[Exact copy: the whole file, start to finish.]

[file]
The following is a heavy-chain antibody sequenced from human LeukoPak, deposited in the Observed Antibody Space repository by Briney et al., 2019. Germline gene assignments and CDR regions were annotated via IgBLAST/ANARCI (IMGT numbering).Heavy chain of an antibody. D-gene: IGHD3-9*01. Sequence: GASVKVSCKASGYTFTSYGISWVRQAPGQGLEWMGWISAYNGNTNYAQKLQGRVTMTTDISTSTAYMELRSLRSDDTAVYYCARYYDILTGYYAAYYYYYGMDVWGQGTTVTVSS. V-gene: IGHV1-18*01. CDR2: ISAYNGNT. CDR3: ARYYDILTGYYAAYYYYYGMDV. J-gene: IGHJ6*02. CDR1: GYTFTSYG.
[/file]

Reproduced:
The following is a heavy-chain antibody sequenced from human LeukoPak, deposited in the Observed Antibody Space repository by Briney et al., 2019. Germline gene assignments and CDR regions were annotated via IgBLAST/ANARCI (IMGT numbering).Heavy chain of an antibody. D-gene: IGHD3-9*01. Sequence: GASVKVSCKASGYTFTSYGISWVRQAPGQGLEWMGWISAYNGNTNYAQKLQGRVTMTTDISTSTAYMELRSLRSDDTAVYYCARYYDILTGYYAAYYYYYGMDVWGQGTTVTVSS. V-gene: IGHV1-18*01. CDR2: ISAYNGNT. CDR3: ARYYDILTGYYAAYYYYYGMDV. J-gene: IGHJ6*02. CDR1: GYTFTSYG.